LIVING UNDER SURVEILLANCE
Our first impression about surveillance will always likely relates to with advanced technology. However, advanced technology is the means that only awakens our consciousness of surveillance but is not the birth of surveillance. It has been embedded in our lives in our lives all the time for generations. Before the age of technology blooming, surveillance was carried out by the human eye, and this mode continues always. My thesis starts from our daily relationships, and analyzes how surveillance happens around us within those relationships and people interactions.
This thesis proposes a surveillance system in a specific city: —Washington D.C., which is a representative place representative of political power. By roaming within the city, visitors will engage in the created surveillance system and connect with exhibition contents. There are five featured building groups outside the museum, from the -- US General Services Administration to St. Dominic Church, Capitol Hill Medical Center, the Supreme Court and one of downtown residential zones— These responding to five different relationships found in our lives. Visitors will be led to the target hosting museum—the International Spy Museum—by answering questions and scanning information codes in front of each building. While exhibition space is separated into five sections responding with the featured building groups—bureaucracy space, ethereal space, health care space, law enforcement space, residential space, in those sections visitors could play conflicting roles to show both positive and negative sides of surveillance— being monitored and monitoring others. By applying interactive installations and abstracting different architecture features, the sense of monitoring and surveillance will be magnified and augmented.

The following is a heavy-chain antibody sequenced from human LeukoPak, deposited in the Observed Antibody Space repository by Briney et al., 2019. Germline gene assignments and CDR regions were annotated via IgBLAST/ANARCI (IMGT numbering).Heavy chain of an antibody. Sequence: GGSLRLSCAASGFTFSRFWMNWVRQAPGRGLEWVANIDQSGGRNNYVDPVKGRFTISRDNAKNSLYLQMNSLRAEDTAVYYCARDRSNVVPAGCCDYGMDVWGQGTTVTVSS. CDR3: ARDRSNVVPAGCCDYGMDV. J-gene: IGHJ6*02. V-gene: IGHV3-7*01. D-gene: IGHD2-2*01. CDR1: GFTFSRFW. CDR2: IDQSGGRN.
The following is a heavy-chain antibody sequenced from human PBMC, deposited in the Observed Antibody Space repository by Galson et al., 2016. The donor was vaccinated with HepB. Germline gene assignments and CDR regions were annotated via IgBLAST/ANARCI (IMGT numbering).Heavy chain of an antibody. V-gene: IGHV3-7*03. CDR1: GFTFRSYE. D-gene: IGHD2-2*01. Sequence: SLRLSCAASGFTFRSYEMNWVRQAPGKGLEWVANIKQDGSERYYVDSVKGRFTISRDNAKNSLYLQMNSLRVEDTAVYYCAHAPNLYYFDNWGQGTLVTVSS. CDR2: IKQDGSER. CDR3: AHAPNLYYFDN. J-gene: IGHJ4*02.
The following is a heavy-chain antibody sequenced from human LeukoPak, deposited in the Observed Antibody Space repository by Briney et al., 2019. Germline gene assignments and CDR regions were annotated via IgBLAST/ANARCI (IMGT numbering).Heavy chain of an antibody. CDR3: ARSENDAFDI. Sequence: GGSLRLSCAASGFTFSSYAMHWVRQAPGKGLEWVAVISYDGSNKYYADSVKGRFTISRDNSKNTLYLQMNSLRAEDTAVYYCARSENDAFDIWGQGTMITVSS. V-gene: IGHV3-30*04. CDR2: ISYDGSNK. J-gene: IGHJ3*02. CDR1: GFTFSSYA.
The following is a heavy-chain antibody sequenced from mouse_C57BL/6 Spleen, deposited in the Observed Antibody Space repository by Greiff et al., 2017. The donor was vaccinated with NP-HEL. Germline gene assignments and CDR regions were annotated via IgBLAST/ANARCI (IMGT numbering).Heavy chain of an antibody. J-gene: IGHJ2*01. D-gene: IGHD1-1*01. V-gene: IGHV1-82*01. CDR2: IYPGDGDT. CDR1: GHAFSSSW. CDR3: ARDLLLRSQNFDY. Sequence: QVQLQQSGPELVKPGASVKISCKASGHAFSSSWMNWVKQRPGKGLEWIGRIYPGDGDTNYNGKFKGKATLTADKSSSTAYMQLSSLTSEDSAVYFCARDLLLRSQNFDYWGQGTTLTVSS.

Surveillance system, as a product of social development, is not absolutely good or bad but this exhibition gives visitors an opportunity to think about the role of the surveillance systems in our society critically, in both positive and negative ways from both perspectives—does it protect us? Or does it hurt us? There is no right or wrong answer for this question, but it is important to explore enlighten people the way to use surveillance and the boundary between protection and injury.